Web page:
“Stepmoms, You Knew What You Were Getting Into…”

You knew what you were getting into when you married him.”

When we hear those words, it makes us want to punch something; usually the mouth that spoke them.

The sentiment reflects an ignorant mindset from many of those who have never walked in the shoes of a stepmom.

Want to know what I “knew” when I married my husband?

I knew that my experience as a stepchild was a pretty great one. That my mom and stepmom always got along and that my parents never fought in front of me.

I “knew” that I was marrying an amazing man whose kids were nice to me.

I “knew” that his ex-wife wasn’t happy about me but that she’d eventually get over it.

Just as a new parent can never really know what to expect when their biological baby enters the world, no member of the stepfamily could have actually known what they were in for.

What many outsiders don’t know is that the challenges don’t just appear the moment we start dating our partners. In fact, many of them don’t even show up until we get married.

It seems the marriage itself triggers many of these issues:

  • The ex-wife who behaves like a three year old, full-blown tantrums and all, when she realizes you’re here to stay
  • Kids who previously thought you were cool, now loathe you as they have to share their dad’s time and attention
  • The parent who doesn’t really parent because he’s feeling so much guilt over the divorce, which leaves you in a house full of wild, undisciplined children
  • Court dates and custody battles
  • Parental alienation syndrome
  • Doctor’s offices and school systems who don’t recognize you as anything more than a glorified baby sitter

…just to name a few.

So no, we didn’t “know” this was what we were signing up for when we said “I do.”

I think it’s shocking that people really think if we were faced with all these challenges on our first date – or before we fell in love with our partners – that we would have stayed.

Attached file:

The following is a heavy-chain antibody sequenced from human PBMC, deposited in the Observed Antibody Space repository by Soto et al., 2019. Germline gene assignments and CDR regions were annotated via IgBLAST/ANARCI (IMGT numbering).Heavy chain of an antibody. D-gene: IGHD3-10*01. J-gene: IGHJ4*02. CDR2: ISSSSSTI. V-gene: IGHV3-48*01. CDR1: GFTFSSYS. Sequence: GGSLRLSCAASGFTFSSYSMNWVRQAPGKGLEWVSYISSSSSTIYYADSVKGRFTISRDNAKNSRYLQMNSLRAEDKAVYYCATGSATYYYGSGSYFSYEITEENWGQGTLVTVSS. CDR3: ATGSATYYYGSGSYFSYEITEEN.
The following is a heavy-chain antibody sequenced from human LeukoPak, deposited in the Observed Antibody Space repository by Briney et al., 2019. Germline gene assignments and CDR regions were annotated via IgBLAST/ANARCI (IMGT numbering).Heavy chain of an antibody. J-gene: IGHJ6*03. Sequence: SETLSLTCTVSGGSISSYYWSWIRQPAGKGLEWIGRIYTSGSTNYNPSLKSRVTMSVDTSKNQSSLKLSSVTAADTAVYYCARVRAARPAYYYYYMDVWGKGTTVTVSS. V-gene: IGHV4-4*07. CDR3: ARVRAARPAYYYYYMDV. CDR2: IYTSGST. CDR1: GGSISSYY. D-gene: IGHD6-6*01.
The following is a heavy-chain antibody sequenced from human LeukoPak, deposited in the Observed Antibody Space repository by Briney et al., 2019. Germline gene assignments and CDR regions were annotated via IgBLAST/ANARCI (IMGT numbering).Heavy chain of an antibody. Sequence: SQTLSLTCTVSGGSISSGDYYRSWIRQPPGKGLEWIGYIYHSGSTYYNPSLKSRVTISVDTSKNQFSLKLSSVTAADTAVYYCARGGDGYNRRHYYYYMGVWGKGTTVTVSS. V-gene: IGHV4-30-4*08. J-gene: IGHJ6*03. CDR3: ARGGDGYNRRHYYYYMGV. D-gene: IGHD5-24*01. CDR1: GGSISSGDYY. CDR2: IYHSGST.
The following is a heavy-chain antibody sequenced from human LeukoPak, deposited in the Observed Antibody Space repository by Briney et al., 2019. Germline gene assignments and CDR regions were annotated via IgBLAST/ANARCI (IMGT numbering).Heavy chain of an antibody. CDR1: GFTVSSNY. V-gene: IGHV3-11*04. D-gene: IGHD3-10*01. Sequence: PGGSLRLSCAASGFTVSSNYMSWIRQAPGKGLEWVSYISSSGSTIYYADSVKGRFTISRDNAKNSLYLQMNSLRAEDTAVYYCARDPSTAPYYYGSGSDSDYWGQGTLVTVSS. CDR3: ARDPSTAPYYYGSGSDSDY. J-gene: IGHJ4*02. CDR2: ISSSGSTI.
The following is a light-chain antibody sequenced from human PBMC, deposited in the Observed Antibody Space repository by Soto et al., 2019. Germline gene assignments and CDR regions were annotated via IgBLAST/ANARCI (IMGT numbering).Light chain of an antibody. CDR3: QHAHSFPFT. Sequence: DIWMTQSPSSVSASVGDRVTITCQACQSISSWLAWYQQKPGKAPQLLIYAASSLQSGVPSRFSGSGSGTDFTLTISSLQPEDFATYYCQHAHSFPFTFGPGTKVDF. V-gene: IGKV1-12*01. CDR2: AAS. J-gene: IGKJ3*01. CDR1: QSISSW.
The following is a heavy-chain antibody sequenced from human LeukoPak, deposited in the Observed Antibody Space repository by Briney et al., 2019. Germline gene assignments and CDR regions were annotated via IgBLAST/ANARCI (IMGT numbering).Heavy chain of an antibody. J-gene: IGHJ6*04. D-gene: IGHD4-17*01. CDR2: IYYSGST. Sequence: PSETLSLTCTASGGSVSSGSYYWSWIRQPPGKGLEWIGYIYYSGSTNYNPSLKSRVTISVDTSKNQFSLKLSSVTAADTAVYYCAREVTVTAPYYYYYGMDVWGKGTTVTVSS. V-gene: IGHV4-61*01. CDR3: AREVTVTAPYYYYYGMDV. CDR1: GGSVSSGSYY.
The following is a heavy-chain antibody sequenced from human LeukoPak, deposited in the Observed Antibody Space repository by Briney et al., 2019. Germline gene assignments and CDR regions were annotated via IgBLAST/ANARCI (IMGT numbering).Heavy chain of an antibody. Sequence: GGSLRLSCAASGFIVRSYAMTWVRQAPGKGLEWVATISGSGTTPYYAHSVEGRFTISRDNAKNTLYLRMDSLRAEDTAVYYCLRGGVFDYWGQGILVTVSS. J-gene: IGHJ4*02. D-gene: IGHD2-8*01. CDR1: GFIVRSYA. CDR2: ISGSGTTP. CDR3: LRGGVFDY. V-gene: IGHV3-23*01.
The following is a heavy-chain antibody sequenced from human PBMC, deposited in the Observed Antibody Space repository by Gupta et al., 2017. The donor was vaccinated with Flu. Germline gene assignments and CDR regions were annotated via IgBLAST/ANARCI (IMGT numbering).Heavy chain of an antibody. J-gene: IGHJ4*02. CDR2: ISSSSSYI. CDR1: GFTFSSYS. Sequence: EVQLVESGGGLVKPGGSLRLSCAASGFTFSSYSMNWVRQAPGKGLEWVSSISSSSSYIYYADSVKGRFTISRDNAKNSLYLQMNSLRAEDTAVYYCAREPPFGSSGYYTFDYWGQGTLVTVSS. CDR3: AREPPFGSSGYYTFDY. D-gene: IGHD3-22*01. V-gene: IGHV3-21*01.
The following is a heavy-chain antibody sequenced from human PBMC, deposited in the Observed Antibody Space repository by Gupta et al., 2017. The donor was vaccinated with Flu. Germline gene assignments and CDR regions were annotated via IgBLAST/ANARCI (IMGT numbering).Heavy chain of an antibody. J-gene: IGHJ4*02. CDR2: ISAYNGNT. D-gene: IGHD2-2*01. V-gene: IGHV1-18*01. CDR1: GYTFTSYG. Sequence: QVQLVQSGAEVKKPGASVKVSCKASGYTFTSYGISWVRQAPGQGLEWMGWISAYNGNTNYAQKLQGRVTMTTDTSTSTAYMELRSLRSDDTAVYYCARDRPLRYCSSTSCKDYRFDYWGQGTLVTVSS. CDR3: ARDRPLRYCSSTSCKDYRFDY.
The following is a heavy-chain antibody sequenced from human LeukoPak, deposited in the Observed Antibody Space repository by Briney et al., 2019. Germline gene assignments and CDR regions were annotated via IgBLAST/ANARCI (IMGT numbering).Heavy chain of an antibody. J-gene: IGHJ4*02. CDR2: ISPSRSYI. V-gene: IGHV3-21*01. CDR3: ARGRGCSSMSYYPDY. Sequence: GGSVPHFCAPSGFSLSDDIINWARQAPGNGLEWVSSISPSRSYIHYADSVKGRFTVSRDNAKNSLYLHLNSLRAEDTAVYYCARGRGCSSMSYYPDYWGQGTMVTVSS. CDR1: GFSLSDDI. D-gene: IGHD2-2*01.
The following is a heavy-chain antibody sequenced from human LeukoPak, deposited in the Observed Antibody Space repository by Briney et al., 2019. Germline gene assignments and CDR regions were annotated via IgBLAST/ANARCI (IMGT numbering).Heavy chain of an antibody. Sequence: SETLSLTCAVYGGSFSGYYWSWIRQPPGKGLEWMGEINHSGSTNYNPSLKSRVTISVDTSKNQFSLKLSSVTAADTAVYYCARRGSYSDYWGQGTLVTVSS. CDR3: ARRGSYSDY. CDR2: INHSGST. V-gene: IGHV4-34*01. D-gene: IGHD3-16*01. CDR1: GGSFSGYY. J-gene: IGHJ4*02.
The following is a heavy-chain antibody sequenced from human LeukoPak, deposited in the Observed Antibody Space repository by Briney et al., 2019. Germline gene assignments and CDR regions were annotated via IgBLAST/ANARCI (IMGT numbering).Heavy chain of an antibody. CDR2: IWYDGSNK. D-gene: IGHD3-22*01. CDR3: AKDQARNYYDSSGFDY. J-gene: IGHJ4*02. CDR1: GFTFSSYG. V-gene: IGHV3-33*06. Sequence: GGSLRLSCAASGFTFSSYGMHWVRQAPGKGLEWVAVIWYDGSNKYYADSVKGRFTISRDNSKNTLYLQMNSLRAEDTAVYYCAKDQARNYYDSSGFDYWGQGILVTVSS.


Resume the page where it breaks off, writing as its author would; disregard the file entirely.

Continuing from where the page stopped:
Except for a few masochistic woman, many of us would have jumped ship.

For most of us, we were already madly in love with our partners when the common stepfamily challenges started to rear their ugly heads. And so we stayed.

And we continue to stay because we believe our men are worth it. We believe our marriage is worth it. And to make sure it continues to be worth it, we need to have many more good times than bad.

When someone with children tells Laura Antonucci, a member of my Childless Stepmoms Facebook group, that she knew what she was getting into, she replies with,  “Did you know everything you were getting into with your first child?” And when they say “no,” she says  “Well I guess we both knew but didn’t really know.”

I like this response. It’s surely more effective than the commonly used “screw you” response!

And what about you? How have you responded to this blissfully ignorant statement by people who have never been part of a stepfamily?

Update: Jenna is no longer admin for the Childless Stepmom Facebook group. 

© 2012 Jenna Korf    All Rights Reserved

(photo credit:graur razvan donut)

25 thoughts on ““Stepmoms, You Knew What You Were Getting Into…”

  1. I would NEVER say something like that to someone. Besides not knowing their life experience, it’s incredibly insensitive.
    I’m not a stepparent, but I’d want to punch the mouth that said this too :-)
    Kind of like when people say, “You knew what to expect when you got a divorce!” ~ Uhhhhh….no…nobody knows that, and in fact most don’t think of what might occur beyond the dissolution of their marriage and learning how to live separately.

    Fact is, nobody KNOWS what ANY life experience is like until they actually go through it….I think it behooves us all to remember that, and to show some empathy and sensitivity when others are struggling with their chosen paths.

    Thanks, Jenna.

    • Dina, you’re right – none of us know what it’s like to be in the other’s shoes. And I know you’d never say something like that. It’s SO not your style :).

      • I’d punch myself in the mouth if I ever heard myself say it! :-P

        Seriously though…I’m sorry people say those things. It’s just not supportive, at all.

    • Hmmm . . . I like the comparison to “You know what you were getting into when you got a divorce.” And I completely agree with both the post and the response that no one can really know what he or she is getting into. But from a proactive point of view, is there anything we CAN know? What can we DO about it?

      For example. If you are going to be a stepmom, you do “know” that there is going to be another woman in your husband’s life. Similarly, getting divorced, you know that there is likely going to be another woman in your child’s life someday. You can’t -understand- what your emotional reactions will be, but yes, you should brace yourself with the knowledge to some extent. The reason so many stepfamilies (and original families, but stepfamilies more often) end in divorce and separation is because people don’t do this. They go in and out of love blindly. It’s a major problem with our culture, imo.